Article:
The shorttailed cricket, Anurogryllus arboreus, is similar to the field cricket except they possess a short ovipositor, from which their common name derives. They are light brown with a body length of about 3/4 inch. They shed their hindwings soon after becoming adults and never fly. Nymphs are smaller than adults, light brown, and lack wings.
Shorttailed crickets overwinter as nymphs in burrows in the soil. After several molts in early spring, they reach the adult stage. Mated females begin to lay eggs in late spring or early summer. Hatching takes place in a multi-chambered burrow constructed by the adult. For a short period of time, both eggs and nymphs may be found in the burrow. Between the fourth and sixth instars, nymphs leave the parent burrows and construct burrows of their own. At first the burrows are small, but as the crickets mature the burrows are enlarged and may reach depths of 12 to 20 inches. Only one cricket is found per burrow except when certain burrows contain eggs and nymphs. There is one generation per year.
These crickets feed on grasses, weeds, and pine seedlings. The feeding damage they cause in turfgrass is apparently negligible.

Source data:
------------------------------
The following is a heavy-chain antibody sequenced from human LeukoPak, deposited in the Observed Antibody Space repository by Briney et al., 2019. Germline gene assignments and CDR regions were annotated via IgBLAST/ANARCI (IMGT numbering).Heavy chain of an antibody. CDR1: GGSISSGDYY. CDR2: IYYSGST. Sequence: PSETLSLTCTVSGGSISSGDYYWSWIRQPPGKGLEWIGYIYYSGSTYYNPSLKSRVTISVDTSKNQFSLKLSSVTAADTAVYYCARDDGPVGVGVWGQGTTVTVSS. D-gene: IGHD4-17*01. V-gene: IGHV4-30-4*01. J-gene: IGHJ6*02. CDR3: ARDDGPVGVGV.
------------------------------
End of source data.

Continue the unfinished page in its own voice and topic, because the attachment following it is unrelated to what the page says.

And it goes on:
In turf, burrows constructed by nymphs and adults result in unsightly mounds of small soil pellets, which may smother the surrounding grass. In Oklahoma, they are seldom noticed until the maturing nymphs begin to construct new burrows in late summer. This usually occurs in August and activity continues through October and, in some years, through most of November. The burrows are rebuilt each time they are washed away by fall rains.
Inspection & Control
Look for mounds of small soil pellets or soil deposits similar to those constructed by crayfish. Treatment provides only partial control and is seldom needed unless large numbers of mounds are encountered. If treatment is attempted, chemicals suggested for controlling white grubs could be used. Mounds can be periodically knocked down by raking the turf.